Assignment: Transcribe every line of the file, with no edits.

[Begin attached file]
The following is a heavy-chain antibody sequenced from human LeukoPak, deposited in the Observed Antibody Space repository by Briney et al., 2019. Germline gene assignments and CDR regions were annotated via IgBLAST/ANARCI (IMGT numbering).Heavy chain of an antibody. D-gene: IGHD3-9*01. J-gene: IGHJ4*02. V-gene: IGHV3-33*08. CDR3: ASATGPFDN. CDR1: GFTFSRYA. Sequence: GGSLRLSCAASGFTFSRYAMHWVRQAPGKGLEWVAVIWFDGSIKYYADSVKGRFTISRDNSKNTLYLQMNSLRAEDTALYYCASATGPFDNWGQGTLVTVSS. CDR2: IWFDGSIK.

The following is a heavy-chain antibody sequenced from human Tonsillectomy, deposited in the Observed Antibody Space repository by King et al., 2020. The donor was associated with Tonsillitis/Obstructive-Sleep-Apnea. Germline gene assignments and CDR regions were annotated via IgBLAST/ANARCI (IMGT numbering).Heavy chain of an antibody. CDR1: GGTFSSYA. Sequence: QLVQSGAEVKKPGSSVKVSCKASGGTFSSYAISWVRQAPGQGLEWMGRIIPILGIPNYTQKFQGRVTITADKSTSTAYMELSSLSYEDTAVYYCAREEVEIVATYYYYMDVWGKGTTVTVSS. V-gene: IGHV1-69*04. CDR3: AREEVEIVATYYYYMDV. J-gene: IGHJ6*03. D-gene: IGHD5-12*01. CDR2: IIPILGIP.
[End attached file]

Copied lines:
The following is a heavy-chain antibody sequenced from human LeukoPak, deposited in the Observed Antibody Space repository by Briney et al., 2019. Germline gene assignments and CDR regions were annotated via IgBLAST/ANARCI (IMGT numbering).Heavy chain of an antibody. D-gene: IGHD3-9*01. J-gene: IGHJ4*02. V-gene: IGHV3-33*08. CDR3: ASATGPFDN. CDR1: GFTFSRYA. Sequence: GGSLRLSCAASGFTFSRYAMHWVRQAPGKGLEWVAVIWFDGSIKYYADSVKGRFTISRDNSKNTLYLQMNSLRAEDTALYYCASATGPFDNWGQGTLVTVSS. CDR2: IWFDGSIK.

The following is a heavy-chain antibody sequenced from human Tonsillectomy, deposited in the Observed Antibody Space repository by King et al., 2020. The donor was associated with Tonsillitis/Obstructive-Sleep-Apnea. Germline gene assignments and CDR regions were annotated via IgBLAST/ANARCI (IMGT numbering).Heavy chain of an antibody. CDR1: GGTFSSYA. Sequence: QLVQSGAEVKKPGSSVKVSCKASGGTFSSYAISWVRQAPGQGLEWMGRIIPILGIPNYTQKFQGRVTITADKSTSTAYMELSSLSYEDTAVYYCAREEVEIVATYYYYMDVWGKGTTVTVSS. V-gene: IGHV1-69*04. CDR3: AREEVEIVATYYYYMDV. J-gene: IGHJ6*03. D-gene: IGHD5-12*01. CDR2: IIPILGIP.